It was the first day of school. The adrenaline from the students spread across the halls. Students rushed to class with new schedules in hand, eager to meet their new set of teachers. They entered the classroom, ready to begin the new school year, but did not realize that it was a fresh start for some of their teachers as well.
In the few months since the new school year began, new teachers have adjusted to the new setting at Hebron. Although they are new, they have prior experience with teaching jobs.
“Hebron has a phenomenal team of teachers who are very uplifting toward one another,” new AP World History teacher Morgan Knowles said. “When you have a question, there’s always a shoulder you can lean on. [Having] that support system makes being a new teacher on the campus very easy.”
Knowles and new school counselor, Prisana Cheng, said they made the transition from being at a middle and elementary school, respectively, to a high school due to the more complex conversations they get to have with their students.
“It’s been a big shift,” Cheng said. “High school is so different [as] the school is so much bigger. Personalities are different among the kids, [and] parents are different, too. At the elementary level, [parents] tend to pick up their kids from school and ask them [generic questions] like ‘what did you do at school?’ It’s not like that in high school.”
Even with an uplifting environment, for some, Hebron has been different from the previous schools they have worked in. Geometry teacher Amanda Bower said she likes how caring her students are toward her and loves watching the amount of school spirit everyone has that she did not see at the high school she previously worked at.
“There have always been a few students in all my classes who are genuinely concerned about me [and] ask me how my week has been, which has been so sweet,” Bower said. “There were only a few students who would participate in the dress-up days [at my old school,] so I love seeing everyone in their spirit wear.”
All three staff members settled nicely onto the main campus, but still have their own internal concerns for their students. Bower said she worries about her students transitioning from virtual to in-person learning.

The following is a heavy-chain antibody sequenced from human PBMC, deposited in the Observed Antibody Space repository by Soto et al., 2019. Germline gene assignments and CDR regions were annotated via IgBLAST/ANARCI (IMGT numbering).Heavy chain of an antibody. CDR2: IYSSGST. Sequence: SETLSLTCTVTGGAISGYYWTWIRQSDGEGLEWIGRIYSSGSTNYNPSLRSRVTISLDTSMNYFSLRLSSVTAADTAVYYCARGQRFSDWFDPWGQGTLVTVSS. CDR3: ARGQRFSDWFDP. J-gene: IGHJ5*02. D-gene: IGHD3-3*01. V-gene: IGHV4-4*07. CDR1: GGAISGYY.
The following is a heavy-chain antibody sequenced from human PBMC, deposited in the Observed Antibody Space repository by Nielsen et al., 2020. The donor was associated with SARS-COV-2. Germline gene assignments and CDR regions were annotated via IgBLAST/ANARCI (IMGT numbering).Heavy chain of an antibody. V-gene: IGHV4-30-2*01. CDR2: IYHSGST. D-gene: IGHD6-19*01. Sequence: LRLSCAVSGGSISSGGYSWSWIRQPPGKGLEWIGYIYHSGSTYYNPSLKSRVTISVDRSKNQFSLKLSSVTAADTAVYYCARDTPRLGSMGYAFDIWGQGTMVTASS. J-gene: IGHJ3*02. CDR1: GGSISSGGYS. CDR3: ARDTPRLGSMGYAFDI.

“I had expectations going in that [some] of these kids had been virtual and that it was going to be a huge adjustment for them,” Bower said. “[At my old school] we weren’t [virtual,] so I had to [ask myself] ‘where are students going to have gaps?’ ‘what was I going to need to do to get them back in school mode?’”
Cheng also had her own worries in terms of counseling and guiding the seniors through the process of applying to college. Along with the college application process, Cheng is also having to balance meeting kids with writing counselor recommendations for students.
“My [schedule] is different every day,” Cheng said. “Right now I’m writing a lot of recommendation letters for seniors, but that can change tomorrow. What I didn’t realize [would] happen was that when I meet with my seniors, they’re all on [a different level of the spectrum of preparation]. Some of them have all their colleges planned out, [and] have already taken their ACT and SAT [while] others are still trying to figure out what they’re going to do. Seniors [have] a lot of responsibility, and I’m just there to guide them. [Talking to them] is not hard because I lived through it.”
Overall, the new teachers said they have had a great experience with the people, campus culture and environment of the main campus. They said they have a staff they know they can rely on, and a group of students who are already comfortable with the teachers’ environment.
“I knew excellence has always been at [the Hebron] campus, and as a teacher, that’s something you want to be a part of,” Knowles said. “[I] want to help construct, buy into, and [continue to] build up [the] system [of] Hebron.”